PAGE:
Casanova, Mark Anthony

, a Latin poet of the sixteenth century, was a native of Rome, and gained a reputation in the epigrammatic species of poetry, for which he had a natural bent. He imitated Martial, particularly in his lively style, and was master of the art of pointing his terminations, which he exercised with the greatest ease. In the verses he composed for the illustrious characters of antient Rome he proposed Catullus for his model; but he is far from attaining to that purity and delicacy which charm us in the Latin poet; and though he sometimes comes up to him in elegance, yet his diction is more strong than mellow. His poems are to be found in the “Delicise Poetaruin Italorum.” Having exercised his wit at the expence of pope Clement VII. to please the Colonna family, he was imprisoned and condemned to death, but received a pardon. When Rome was taken by the Imperialists in 1527, he was stripped of all, reduced to beggary, and died in that year, either of famine or the plague. 2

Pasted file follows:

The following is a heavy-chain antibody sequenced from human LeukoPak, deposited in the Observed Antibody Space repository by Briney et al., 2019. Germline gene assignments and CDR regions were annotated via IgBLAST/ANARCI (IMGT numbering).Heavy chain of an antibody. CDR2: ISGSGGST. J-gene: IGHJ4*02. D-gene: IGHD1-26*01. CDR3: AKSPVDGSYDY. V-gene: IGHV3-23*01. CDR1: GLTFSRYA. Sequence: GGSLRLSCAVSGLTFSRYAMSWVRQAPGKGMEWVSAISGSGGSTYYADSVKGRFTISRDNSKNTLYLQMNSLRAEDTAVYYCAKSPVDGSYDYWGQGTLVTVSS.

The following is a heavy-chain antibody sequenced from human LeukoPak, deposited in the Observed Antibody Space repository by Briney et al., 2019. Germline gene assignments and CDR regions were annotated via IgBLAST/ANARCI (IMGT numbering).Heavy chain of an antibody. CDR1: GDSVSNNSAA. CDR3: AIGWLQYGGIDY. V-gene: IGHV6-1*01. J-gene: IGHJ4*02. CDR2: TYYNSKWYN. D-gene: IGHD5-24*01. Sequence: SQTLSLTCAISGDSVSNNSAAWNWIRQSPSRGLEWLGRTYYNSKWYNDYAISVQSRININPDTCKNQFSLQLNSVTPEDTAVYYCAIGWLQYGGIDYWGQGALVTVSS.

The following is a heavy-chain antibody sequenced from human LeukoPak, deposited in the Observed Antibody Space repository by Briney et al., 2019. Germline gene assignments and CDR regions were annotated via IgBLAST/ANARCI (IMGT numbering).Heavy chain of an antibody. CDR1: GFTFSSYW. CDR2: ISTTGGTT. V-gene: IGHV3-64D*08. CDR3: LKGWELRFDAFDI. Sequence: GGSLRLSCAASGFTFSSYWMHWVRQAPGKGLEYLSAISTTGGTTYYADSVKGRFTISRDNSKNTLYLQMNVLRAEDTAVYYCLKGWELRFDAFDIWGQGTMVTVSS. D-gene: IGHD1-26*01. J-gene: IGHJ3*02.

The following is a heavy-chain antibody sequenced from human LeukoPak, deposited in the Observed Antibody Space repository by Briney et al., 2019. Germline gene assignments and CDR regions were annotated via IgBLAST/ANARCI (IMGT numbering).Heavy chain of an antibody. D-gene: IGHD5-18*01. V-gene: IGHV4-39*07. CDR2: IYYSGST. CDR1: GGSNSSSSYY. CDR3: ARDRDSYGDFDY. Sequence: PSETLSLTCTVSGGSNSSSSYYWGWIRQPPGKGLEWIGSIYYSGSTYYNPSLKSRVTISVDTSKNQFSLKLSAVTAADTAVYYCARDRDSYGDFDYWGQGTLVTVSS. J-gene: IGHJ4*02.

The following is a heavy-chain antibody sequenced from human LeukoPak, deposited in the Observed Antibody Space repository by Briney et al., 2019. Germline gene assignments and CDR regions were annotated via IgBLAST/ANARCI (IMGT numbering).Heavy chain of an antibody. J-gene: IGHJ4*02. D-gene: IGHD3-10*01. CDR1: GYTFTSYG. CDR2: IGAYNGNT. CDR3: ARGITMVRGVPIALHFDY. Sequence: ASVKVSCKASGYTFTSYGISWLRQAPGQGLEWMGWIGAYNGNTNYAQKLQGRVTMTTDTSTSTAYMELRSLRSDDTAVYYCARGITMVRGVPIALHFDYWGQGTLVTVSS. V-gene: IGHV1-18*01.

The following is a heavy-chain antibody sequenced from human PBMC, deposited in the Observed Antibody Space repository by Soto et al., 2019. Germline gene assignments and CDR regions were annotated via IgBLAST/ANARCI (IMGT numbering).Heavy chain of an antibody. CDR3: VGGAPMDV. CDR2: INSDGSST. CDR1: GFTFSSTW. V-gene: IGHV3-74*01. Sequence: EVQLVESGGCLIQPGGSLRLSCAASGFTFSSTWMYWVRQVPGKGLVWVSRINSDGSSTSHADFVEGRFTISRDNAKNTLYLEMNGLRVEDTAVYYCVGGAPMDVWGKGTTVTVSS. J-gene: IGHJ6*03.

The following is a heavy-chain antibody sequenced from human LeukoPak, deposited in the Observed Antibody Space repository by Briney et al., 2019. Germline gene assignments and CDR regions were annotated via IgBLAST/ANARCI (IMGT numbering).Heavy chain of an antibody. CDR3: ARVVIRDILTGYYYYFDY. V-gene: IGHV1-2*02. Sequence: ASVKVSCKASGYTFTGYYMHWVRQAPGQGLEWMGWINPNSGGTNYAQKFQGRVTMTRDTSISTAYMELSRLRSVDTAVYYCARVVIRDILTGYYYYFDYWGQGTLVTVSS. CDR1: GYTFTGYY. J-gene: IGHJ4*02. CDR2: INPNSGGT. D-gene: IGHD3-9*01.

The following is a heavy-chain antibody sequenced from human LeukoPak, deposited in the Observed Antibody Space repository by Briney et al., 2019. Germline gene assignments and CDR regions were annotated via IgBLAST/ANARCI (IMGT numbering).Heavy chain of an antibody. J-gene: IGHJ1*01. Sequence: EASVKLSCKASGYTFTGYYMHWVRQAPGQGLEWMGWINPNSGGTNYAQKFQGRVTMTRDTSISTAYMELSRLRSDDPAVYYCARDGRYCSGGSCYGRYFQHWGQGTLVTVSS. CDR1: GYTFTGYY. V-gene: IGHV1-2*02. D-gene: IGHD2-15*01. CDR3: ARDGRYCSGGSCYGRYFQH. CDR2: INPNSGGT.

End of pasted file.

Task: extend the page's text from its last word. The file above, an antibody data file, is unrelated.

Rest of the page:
Ibid. Freheri Theatrum.